Don't get too excited: Beauty edior Bethan Cole just refers to Hillary's comment about Bobbi Brown's Maoist ethos, without crediting her, in this year's edition.
And now for the diatribe:
The awards themselves are determined by readers' votes. I find it somewhat depressing that with all of the innovation going on and the explosion of so many fabulous brands over the last several years, boring old Clinique ended up the brand Sunday Times readers voted for most. While I'm as pleased as anyone when a classic, inexpensive stand-by stands the test of time, I can't quite relate to the women who buy the same products over and over again every year. Isn't that just a bit lacking in fun and adventure? Perhaps this is just a reflection on Sunday Times readers, but gosh, how sad (not least because it's my Sunday newspaper of choice).
And is it possible that women aren't totally over Juicy Tubes and all things sticky lip gloss by now? I mean, they're not my lips and I don't have to wear them (or kiss them), so it makes not much difference to me, except from planting the suspicion in my mind that my fellow females and I have a lot less in common than I thought. Lip gloss, your favorite lip product? Really? If you say so.
One last whinge: Can we please stop with this mindless acceptance that 'fair trade' products are ethical? I know this is only a beauty section, but it is pretty insulting to the intelligence of readers who have more than a basic grasp of economics to pretend that 'fair trade' is any such thing. See also how it has become beauty editor gospel that 'organic' ingredients are also ethical. **Do these magazines and papers really believe their readers to be so lacking in critical thinking skills, or is it the editors themselves who haven't done their research? **Either way, it's troubling and offensive, not to mention a setback for those of us who would like to promote the idea that being interested in beauty is not synonymous with being an airhead.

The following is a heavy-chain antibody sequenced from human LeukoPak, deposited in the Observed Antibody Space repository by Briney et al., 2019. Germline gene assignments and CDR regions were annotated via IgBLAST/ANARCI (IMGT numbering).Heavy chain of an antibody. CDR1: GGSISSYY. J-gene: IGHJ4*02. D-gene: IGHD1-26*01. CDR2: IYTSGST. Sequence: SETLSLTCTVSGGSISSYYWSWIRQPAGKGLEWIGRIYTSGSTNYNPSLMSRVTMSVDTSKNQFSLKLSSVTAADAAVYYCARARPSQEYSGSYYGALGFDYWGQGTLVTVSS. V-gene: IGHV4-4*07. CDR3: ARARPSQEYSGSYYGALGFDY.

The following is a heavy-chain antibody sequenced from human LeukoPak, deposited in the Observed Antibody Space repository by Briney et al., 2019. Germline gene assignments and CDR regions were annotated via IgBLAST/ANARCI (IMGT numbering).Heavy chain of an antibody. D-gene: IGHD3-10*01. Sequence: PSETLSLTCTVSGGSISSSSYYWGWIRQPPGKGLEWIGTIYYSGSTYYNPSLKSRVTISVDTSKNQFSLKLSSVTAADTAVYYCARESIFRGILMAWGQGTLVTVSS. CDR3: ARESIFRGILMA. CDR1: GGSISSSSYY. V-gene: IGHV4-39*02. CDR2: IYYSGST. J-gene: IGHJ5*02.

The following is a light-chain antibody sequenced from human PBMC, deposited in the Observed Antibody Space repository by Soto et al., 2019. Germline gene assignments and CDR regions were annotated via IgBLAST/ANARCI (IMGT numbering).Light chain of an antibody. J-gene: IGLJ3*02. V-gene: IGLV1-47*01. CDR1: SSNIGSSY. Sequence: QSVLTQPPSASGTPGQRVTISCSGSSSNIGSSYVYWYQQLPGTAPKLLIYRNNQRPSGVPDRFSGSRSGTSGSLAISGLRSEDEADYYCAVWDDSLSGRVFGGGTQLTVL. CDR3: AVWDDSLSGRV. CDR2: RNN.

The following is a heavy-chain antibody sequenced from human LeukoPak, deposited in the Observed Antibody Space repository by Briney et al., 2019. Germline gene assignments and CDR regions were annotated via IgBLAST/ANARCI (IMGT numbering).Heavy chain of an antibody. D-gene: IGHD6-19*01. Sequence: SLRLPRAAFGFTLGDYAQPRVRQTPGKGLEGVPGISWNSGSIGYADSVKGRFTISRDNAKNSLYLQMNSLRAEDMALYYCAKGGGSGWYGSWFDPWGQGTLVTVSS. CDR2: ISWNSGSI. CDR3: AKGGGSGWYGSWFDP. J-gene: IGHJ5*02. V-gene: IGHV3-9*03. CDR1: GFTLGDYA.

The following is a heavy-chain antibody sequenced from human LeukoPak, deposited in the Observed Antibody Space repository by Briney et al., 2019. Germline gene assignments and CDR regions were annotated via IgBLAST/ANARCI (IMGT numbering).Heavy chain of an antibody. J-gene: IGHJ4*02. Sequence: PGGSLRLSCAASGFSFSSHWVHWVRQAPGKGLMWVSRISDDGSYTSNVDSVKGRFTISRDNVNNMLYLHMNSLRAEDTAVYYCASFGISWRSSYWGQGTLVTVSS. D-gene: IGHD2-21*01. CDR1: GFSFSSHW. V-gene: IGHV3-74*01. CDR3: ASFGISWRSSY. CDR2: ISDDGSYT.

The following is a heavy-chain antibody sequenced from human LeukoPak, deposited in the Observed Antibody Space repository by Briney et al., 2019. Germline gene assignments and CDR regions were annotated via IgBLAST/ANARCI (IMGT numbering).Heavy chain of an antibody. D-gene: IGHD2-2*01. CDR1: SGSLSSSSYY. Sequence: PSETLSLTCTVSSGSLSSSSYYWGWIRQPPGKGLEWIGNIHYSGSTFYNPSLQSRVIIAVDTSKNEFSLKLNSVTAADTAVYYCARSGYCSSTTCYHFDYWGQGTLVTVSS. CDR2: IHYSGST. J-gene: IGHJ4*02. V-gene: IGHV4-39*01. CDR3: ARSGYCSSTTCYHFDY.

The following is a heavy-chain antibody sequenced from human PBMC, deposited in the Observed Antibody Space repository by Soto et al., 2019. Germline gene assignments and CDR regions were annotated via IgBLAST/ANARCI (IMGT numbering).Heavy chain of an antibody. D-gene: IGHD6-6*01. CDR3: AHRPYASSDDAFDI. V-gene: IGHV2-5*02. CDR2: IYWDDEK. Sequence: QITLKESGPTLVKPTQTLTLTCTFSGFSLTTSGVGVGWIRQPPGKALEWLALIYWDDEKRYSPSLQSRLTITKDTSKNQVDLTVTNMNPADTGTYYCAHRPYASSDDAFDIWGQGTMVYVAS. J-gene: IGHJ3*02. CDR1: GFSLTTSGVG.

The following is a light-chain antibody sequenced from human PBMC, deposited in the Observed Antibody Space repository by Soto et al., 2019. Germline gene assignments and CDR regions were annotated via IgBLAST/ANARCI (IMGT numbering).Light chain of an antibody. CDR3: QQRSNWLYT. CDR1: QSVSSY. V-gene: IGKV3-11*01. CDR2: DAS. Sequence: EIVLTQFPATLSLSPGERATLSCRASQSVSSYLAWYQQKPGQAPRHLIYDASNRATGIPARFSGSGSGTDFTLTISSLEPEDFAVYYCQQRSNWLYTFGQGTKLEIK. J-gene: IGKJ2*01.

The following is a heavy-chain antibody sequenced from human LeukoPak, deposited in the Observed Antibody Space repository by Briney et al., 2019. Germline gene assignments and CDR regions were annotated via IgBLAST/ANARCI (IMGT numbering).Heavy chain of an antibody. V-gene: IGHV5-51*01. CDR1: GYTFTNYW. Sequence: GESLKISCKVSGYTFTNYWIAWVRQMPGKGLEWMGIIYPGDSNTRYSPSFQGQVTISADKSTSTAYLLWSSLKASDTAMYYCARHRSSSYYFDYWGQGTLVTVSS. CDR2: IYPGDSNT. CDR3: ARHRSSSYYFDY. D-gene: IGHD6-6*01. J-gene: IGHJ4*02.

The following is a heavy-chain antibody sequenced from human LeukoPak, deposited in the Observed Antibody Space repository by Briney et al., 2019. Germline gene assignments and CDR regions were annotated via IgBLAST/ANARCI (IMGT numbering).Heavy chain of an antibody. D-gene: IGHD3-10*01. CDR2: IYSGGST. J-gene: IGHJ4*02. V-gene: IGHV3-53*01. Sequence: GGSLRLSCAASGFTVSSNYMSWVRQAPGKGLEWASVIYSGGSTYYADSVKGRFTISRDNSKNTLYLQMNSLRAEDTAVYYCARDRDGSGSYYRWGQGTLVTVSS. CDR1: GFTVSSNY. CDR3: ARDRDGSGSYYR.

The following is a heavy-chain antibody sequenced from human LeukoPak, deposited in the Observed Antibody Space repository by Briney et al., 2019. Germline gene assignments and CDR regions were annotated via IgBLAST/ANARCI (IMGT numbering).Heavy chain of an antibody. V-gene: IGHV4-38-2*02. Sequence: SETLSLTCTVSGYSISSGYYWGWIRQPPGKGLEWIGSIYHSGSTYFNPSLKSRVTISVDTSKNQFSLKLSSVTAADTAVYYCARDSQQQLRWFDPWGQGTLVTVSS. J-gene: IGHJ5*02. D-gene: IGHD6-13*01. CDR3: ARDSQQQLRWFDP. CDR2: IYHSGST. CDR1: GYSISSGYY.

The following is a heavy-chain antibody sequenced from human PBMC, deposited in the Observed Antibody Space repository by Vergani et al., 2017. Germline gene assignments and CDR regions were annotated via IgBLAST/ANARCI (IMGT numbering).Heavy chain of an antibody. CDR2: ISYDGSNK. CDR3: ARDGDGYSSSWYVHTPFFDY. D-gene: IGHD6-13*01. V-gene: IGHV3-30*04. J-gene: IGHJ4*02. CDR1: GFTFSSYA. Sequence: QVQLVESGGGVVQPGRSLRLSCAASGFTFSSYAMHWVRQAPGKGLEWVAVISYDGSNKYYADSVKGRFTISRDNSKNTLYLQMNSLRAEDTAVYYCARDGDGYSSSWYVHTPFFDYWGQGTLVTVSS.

Finally, it strikes me as curious just how absent medical-grade products are from this list. Is this because British women are not accustomed or prepared to go to private doctors for their skincare? I suspect it has something to do with regulations on how medical-grade products are advertised (it is illegal to advertise pharmaceuticals of any kind in the UK), but will have to dig deeper. Either way, it's hard not to feel that - for whatever reason - British women are missing out on the best skin of their lives. If they're the sort who are slavish Clinique devotees, though, perhaps they deserve what they get.